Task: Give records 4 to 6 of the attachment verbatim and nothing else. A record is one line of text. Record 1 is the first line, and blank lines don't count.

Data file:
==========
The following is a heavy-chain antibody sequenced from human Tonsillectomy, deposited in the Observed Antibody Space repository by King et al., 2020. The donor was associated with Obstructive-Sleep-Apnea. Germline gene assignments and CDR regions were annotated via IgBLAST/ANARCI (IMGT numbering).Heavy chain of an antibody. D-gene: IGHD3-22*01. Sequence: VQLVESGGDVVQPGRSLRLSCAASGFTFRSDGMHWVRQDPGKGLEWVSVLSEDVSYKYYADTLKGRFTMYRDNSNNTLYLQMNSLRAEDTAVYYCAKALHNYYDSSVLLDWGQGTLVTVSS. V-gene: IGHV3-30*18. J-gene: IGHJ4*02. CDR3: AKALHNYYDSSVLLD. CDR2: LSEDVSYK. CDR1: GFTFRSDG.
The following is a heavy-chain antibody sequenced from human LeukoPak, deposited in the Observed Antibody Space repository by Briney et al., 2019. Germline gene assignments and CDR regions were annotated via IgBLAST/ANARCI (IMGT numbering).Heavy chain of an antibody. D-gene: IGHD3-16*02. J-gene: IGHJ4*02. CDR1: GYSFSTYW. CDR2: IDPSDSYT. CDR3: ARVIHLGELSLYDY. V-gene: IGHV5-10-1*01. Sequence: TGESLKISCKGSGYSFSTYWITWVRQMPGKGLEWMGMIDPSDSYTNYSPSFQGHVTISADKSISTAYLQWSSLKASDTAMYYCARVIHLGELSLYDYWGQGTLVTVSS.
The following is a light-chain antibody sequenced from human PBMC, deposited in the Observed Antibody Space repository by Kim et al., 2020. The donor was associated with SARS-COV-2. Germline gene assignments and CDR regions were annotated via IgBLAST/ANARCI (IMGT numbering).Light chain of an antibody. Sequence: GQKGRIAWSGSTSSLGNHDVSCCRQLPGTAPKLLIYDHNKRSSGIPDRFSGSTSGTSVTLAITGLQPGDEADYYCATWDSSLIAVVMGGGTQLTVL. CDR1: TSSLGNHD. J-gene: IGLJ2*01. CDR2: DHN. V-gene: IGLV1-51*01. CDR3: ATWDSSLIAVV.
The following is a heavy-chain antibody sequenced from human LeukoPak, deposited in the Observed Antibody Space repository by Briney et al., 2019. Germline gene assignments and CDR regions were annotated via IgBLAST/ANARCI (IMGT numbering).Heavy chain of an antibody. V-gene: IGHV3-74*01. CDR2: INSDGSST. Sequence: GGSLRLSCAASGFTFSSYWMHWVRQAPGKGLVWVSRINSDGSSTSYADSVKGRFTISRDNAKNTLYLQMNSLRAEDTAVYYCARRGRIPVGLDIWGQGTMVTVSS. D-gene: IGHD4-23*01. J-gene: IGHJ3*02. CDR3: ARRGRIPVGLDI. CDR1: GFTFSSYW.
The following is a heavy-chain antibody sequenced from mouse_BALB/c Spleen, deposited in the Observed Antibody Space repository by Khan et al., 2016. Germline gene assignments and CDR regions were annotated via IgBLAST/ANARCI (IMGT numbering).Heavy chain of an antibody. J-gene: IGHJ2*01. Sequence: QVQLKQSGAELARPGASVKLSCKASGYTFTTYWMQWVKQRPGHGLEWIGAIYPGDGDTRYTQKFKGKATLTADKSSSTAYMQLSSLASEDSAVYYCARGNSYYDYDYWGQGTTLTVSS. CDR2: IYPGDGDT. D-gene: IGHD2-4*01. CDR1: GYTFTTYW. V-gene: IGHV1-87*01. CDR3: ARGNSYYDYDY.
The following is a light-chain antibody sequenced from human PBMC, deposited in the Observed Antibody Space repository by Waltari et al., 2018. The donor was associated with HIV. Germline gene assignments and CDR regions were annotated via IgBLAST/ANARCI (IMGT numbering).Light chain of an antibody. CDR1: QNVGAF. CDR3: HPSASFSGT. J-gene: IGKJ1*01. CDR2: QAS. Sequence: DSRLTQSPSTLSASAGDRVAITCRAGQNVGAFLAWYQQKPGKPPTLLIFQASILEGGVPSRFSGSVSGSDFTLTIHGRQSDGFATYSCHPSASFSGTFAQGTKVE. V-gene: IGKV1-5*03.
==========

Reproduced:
The following is a heavy-chain antibody sequenced from human LeukoPak, deposited in the Observed Antibody Space repository by Briney et al., 2019. Germline gene assignments and CDR regions were annotated via IgBLAST/ANARCI (IMGT numbering).Heavy chain of an antibody. V-gene: IGHV3-74*01. CDR2: INSDGSST. Sequence: GGSLRLSCAASGFTFSSYWMHWVRQAPGKGLVWVSRINSDGSSTSYADSVKGRFTISRDNAKNTLYLQMNSLRAEDTAVYYCARRGRIPVGLDIWGQGTMVTVSS. D-gene: IGHD4-23*01. J-gene: IGHJ3*02. CDR3: ARRGRIPVGLDI. CDR1: GFTFSSYW.
The following is a heavy-chain antibody sequenced from mouse_BALB/c Spleen, deposited in the Observed Antibody Space repository by Khan et al., 2016. Germline gene assignments and CDR regions were annotated via IgBLAST/ANARCI (IMGT numbering).Heavy chain of an antibody. J-gene: IGHJ2*01. Sequence: QVQLKQSGAELARPGASVKLSCKASGYTFTTYWMQWVKQRPGHGLEWIGAIYPGDGDTRYTQKFKGKATLTADKSSSTAYMQLSSLASEDSAVYYCARGNSYYDYDYWGQGTTLTVSS. CDR2: IYPGDGDT. D-gene: IGHD2-4*01. CDR1: GYTFTTYW. V-gene: IGHV1-87*01. CDR3: ARGNSYYDYDY.
The following is a light-chain antibody sequenced from human PBMC, deposited in the Observed Antibody Space repository by Waltari et al., 2018. The donor was associated with HIV. Germline gene assignments and CDR regions were annotated via IgBLAST/ANARCI (IMGT numbering).Light chain of an antibody. CDR1: QNVGAF. CDR3: HPSASFSGT. J-gene: IGKJ1*01. CDR2: QAS. Sequence: DSRLTQSPSTLSASAGDRVAITCRAGQNVGAFLAWYQQKPGKPPTLLIFQASILEGGVPSRFSGSVSGSDFTLTIHGRQSDGFATYSCHPSASFSGTFAQGTKVE. V-gene: IGKV1-5*03.